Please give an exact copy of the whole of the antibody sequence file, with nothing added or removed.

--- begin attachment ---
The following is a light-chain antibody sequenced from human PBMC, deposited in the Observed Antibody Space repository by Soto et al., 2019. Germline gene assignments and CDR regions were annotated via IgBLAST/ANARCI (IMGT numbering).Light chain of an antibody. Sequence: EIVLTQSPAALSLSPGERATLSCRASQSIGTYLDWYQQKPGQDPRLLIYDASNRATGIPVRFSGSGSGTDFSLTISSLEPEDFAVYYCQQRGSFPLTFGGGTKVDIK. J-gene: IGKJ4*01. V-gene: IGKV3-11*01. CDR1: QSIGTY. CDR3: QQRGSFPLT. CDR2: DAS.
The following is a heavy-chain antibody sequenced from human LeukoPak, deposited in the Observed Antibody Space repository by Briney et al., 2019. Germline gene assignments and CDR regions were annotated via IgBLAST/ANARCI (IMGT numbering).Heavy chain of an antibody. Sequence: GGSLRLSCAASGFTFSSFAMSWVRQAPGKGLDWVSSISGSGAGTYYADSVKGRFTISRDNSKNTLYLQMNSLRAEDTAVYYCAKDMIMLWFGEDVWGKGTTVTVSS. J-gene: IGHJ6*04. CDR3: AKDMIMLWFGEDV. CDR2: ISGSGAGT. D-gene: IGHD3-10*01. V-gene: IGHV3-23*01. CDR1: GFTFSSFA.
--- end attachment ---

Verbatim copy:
The following is a light-chain antibody sequenced from human PBMC, deposited in the Observed Antibody Space repository by Soto et al., 2019. Germline gene assignments and CDR regions were annotated via IgBLAST/ANARCI (IMGT numbering).Light chain of an antibody. Sequence: EIVLTQSPAALSLSPGERATLSCRASQSIGTYLDWYQQKPGQDPRLLIYDASNRATGIPVRFSGSGSGTDFSLTISSLEPEDFAVYYCQQRGSFPLTFGGGTKVDIK. J-gene: IGKJ4*01. V-gene: IGKV3-11*01. CDR1: QSIGTY. CDR3: QQRGSFPLT. CDR2: DAS.
The following is a heavy-chain antibody sequenced from human LeukoPak, deposited in the Observed Antibody Space repository by Briney et al., 2019. Germline gene assignments and CDR regions were annotated via IgBLAST/ANARCI (IMGT numbering).Heavy chain of an antibody. Sequence: GGSLRLSCAASGFTFSSFAMSWVRQAPGKGLDWVSSISGSGAGTYYADSVKGRFTISRDNSKNTLYLQMNSLRAEDTAVYYCAKDMIMLWFGEDVWGKGTTVTVSS. J-gene: IGHJ6*04. CDR3: AKDMIMLWFGEDV. CDR2: ISGSGAGT. D-gene: IGHD3-10*01. V-gene: IGHV3-23*01. CDR1: GFTFSSFA.